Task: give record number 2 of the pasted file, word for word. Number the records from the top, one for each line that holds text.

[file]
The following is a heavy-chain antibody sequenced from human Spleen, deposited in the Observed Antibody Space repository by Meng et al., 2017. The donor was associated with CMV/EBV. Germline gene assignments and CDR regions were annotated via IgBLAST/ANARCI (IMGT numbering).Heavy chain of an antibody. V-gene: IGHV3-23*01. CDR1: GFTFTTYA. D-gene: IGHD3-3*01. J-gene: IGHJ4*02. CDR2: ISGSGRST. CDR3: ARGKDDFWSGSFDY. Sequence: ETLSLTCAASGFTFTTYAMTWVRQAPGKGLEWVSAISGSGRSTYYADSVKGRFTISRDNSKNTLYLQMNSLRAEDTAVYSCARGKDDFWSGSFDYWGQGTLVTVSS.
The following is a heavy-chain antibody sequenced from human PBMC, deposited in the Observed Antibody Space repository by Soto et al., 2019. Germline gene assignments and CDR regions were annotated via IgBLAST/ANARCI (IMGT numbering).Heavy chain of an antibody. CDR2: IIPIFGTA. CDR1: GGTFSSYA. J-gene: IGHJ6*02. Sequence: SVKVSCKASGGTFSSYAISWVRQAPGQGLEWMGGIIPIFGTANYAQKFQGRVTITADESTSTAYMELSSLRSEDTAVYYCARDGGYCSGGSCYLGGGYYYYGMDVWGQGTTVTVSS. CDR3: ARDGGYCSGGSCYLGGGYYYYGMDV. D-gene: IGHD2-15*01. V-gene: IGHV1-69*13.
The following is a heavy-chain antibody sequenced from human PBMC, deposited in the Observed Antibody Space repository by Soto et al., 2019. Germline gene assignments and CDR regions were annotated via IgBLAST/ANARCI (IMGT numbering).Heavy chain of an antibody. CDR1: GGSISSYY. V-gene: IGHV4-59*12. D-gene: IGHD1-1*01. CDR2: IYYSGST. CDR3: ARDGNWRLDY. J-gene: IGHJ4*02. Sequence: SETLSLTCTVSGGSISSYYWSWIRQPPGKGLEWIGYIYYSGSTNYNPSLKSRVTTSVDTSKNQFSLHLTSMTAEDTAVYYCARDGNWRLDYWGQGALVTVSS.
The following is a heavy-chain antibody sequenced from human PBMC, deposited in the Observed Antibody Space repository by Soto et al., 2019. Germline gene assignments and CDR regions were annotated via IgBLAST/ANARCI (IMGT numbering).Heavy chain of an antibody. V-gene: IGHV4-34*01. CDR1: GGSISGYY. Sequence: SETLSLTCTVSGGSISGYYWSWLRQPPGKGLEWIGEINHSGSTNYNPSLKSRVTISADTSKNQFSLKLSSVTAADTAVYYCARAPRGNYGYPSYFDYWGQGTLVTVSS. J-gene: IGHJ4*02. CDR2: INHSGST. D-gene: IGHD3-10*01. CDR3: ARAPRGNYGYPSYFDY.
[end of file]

The following is a heavy-chain antibody sequenced from human PBMC, deposited in the Observed Antibody Space repository by Soto et al., 2019. Germline gene assignments and CDR regions were annotated via IgBLAST/ANARCI (IMGT numbering).Heavy chain of an antibody. CDR2: IIPIFGTA. CDR1: GGTFSSYA. J-gene: IGHJ6*02. Sequence: SVKVSCKASGGTFSSYAISWVRQAPGQGLEWMGGIIPIFGTANYAQKFQGRVTITADESTSTAYMELSSLRSEDTAVYYCARDGGYCSGGSCYLGGGYYYYGMDVWGQGTTVTVSS. CDR3: ARDGGYCSGGSCYLGGGYYYYGMDV. D-gene: IGHD2-15*01. V-gene: IGHV1-69*13.